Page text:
And in turn, the I2C driver (in your example) and SPI driver (in Russell's)
would never have to call pinctrl_disable() and hence the issue I raised
in my previous email would not occur.

The one downside here:

Ignoring WARs like we're discussing, it's typically true that a given pin
should either be a special function or a GPIO for any given board. If
we do allow a pin to be owned/used by both, then how do we indicate, on
a per-board rather than per-SoC basis, which pins we should allow both
gpio_request() and pinmux usage? The following considerations exist:

a) On Tegra, a pin group might include 10 pins that are mux'd as a group,
hence all owned e.g. by a NAND driver. If a few of those aren't used on a
particular board due to the way the NAND is hooked up and the driver
configured, do we only allow gpio_request() only on those pins we know the
NAND driver isn't actually using, to prevent someone using unexpected
pins as GPIO? We'd need a per-GPIO per-board way to represent this if
we care about this level of error-checking.

b) In Linus's snooping example, how do we know the SoC can physically
implement enabling a pin as both a GPIO and a special function, such
that the gpio_request() for the snooping won't interfere with the mux'd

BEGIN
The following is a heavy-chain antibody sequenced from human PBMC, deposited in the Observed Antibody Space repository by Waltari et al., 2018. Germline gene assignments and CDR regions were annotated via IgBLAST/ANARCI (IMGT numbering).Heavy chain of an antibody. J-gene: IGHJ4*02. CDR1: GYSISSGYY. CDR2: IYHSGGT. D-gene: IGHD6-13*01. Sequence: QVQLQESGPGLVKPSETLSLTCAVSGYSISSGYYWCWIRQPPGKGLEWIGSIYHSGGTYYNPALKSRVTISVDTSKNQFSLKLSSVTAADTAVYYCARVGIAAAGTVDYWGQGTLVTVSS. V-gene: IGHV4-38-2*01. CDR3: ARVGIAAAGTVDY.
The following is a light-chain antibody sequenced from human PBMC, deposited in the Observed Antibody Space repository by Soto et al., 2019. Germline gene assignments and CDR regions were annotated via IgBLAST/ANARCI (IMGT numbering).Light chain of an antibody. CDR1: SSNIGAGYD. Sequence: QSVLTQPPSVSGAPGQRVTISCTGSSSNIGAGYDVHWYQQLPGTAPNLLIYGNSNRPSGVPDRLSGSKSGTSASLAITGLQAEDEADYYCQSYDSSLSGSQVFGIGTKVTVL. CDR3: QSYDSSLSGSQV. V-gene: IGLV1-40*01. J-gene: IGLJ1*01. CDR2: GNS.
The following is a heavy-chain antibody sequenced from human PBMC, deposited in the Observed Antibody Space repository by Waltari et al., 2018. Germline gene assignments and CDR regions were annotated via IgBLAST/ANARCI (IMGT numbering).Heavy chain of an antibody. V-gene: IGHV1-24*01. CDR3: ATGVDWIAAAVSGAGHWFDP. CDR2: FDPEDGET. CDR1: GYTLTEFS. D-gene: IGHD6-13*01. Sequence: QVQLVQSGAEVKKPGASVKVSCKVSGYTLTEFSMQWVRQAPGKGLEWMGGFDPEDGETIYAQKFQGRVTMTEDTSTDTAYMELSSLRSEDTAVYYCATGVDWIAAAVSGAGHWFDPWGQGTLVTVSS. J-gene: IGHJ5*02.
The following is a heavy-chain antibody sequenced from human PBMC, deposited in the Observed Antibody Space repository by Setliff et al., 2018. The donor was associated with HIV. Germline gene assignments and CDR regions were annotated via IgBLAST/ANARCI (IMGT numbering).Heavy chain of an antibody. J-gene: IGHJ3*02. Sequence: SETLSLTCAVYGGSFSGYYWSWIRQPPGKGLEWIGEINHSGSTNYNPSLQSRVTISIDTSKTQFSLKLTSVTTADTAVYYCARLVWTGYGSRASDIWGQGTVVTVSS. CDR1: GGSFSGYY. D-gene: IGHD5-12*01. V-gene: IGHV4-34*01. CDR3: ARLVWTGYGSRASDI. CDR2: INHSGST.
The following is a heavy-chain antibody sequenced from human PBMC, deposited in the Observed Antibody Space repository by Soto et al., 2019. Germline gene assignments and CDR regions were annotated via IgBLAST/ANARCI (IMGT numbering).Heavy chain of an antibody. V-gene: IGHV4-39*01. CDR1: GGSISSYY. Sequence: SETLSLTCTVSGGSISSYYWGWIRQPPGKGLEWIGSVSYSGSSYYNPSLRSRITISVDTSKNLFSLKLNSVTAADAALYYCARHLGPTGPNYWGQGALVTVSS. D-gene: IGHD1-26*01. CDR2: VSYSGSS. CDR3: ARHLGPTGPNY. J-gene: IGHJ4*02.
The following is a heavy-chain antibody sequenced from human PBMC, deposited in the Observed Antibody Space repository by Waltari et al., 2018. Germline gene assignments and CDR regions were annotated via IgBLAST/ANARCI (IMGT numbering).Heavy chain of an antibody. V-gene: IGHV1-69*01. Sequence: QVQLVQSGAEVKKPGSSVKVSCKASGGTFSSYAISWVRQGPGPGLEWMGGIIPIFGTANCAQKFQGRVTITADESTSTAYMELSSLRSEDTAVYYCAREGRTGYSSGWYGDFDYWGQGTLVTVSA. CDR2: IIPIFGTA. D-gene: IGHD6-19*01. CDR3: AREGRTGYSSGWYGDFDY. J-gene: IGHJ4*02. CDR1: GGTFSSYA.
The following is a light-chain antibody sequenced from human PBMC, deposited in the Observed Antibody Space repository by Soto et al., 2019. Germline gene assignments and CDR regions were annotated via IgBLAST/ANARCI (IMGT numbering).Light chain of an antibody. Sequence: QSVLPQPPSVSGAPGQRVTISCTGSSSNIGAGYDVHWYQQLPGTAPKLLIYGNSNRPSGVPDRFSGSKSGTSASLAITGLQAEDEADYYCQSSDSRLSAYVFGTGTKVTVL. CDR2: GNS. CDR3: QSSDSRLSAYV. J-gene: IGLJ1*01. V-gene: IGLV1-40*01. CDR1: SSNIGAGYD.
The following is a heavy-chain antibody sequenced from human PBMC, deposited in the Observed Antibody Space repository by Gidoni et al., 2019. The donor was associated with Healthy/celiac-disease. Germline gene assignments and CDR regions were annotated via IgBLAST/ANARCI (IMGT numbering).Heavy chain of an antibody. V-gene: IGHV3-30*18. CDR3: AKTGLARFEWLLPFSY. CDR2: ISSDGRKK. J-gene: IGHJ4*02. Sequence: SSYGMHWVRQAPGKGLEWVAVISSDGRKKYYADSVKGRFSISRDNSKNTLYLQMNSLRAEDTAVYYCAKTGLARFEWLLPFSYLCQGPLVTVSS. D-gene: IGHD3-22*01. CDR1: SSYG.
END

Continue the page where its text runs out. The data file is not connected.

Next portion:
function? On Tegra, any GPIO usage is mutually exclusive with mux usage;
enabling GPIO even for input, disconnects the input side of the pin from
any HW module other than GPIO irrespective of mux function. IIRC,
somewhere some per-pin data was mentioned for this.

We could either:

1) Just ignore these issues, and allow both mux and GPIO ownership at
once of any pin, and leave it up to platform data or device tree authors
to give the correct GPIO IDs to drivers. This is possibly reasonable, but
I just want us to make this a conscious decision.

2) Extend the pinctrl mapping table to explicitly represent GPIO usage.

This is required anyway for HW where there isn't a 1:1 mapping between
GPIO ID and pin ID, e.g. 1 pin could be used for two different GPIO
signals, e.g. 1 from each of 2 different GPIO HW modules, with different
capabilities, or where 1 GPIO could be routed to one of 2 or more pins.

In other words, make "gpio" an explicit mux function, thus allowing
pinctrl_select_state() to directly transition between special function
and GPIO usage, rather than having separate pinctrl and GPIO APIs for
this. This way would entail dropping my Documentation/gpio.txt patch
completely, I think.

If we do this though, I think we'd want to extend pinctrl to allow muxing
on pins too, so that we don't need to create a pin group for every pin to
support per-pin GPIO ownership. This would also help out all the HW that
already muxes everything per-pin, since they need to create these single-
pin groups right now... I somewhat anticpated this in my naming of the
mapping table convenience macros in the most recent pinctrl patch I posted
to add pin config mapping table entries.